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January 17, 2006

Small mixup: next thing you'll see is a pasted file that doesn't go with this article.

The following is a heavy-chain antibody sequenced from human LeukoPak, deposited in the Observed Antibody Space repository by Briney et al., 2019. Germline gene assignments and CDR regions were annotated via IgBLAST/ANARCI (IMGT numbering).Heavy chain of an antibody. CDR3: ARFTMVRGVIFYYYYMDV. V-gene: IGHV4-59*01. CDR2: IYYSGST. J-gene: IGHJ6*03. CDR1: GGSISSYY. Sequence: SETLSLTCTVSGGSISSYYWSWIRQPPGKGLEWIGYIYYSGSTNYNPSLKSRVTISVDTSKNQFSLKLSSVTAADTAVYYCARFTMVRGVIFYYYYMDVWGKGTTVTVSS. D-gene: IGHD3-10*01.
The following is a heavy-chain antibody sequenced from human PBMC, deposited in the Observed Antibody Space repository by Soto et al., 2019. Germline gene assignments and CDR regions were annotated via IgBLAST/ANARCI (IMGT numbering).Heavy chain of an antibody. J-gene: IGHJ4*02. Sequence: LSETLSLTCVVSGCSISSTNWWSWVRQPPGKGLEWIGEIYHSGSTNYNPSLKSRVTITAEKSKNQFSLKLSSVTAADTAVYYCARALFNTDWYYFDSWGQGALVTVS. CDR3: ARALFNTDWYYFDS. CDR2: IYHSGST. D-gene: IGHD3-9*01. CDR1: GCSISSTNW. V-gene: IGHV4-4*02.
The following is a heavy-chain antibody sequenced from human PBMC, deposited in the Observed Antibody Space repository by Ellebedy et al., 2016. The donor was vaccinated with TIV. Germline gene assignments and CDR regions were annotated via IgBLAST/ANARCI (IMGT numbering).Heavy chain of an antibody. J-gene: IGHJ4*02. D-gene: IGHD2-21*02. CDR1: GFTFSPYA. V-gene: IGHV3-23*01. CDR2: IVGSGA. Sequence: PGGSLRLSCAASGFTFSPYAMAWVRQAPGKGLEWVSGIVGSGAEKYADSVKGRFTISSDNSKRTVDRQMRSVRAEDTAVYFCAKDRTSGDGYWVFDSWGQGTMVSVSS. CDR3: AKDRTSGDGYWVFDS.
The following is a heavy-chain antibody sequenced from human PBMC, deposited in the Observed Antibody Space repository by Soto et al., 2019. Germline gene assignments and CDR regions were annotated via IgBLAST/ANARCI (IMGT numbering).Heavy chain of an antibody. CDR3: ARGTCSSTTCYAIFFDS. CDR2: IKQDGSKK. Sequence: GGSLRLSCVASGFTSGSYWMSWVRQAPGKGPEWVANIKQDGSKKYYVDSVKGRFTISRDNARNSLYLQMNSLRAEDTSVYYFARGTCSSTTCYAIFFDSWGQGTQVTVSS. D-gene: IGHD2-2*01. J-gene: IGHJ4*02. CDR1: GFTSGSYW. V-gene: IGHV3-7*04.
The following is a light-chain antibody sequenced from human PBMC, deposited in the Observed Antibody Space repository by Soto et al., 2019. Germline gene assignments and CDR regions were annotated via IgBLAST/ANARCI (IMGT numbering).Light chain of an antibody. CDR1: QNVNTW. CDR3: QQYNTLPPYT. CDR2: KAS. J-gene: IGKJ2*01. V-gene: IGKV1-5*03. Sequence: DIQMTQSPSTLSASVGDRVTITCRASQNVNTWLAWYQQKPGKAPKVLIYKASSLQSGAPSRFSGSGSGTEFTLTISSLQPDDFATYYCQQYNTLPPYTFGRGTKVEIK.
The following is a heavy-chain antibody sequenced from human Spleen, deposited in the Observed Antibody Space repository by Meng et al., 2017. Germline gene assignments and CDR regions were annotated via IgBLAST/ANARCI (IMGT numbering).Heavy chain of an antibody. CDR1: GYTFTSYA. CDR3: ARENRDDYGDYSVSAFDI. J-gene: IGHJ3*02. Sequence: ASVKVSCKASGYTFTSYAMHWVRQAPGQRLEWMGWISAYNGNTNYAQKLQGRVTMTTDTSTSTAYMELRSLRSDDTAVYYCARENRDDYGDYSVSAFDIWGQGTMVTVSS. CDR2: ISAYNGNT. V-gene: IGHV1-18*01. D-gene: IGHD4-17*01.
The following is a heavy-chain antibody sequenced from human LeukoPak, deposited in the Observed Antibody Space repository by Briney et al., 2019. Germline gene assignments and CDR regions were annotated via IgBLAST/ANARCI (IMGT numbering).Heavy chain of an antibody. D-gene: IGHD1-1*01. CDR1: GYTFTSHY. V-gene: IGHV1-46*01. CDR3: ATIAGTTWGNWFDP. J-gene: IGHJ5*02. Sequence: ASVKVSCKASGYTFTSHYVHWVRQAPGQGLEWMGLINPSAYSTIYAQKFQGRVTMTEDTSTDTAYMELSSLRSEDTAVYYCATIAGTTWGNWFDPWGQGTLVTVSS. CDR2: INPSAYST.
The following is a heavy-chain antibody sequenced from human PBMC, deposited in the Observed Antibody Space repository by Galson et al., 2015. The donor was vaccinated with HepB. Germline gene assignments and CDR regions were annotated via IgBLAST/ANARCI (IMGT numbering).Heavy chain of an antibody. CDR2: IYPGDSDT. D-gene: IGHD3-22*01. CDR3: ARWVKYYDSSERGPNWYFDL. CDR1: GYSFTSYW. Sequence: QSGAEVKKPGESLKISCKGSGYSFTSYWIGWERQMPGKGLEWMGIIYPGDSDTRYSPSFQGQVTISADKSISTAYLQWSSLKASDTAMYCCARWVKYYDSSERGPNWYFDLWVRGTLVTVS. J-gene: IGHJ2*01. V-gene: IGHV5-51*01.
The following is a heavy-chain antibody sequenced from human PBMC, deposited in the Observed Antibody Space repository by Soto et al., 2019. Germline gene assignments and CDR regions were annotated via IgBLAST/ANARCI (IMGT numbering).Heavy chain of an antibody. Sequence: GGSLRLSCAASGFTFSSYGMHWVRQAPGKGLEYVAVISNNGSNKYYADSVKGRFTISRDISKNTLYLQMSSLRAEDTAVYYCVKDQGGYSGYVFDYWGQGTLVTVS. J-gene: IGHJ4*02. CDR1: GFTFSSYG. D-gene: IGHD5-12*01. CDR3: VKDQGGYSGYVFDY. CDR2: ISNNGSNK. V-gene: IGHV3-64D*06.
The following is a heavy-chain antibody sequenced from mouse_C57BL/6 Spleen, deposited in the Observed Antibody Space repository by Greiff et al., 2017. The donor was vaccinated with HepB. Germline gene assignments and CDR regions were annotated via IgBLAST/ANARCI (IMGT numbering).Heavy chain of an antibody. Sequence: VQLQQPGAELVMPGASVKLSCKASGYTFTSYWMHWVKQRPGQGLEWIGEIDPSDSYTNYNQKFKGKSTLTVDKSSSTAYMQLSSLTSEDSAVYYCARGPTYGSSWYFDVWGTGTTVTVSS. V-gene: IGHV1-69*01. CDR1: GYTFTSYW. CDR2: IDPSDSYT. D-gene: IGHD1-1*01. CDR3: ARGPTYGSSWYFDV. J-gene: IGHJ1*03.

7 Min Read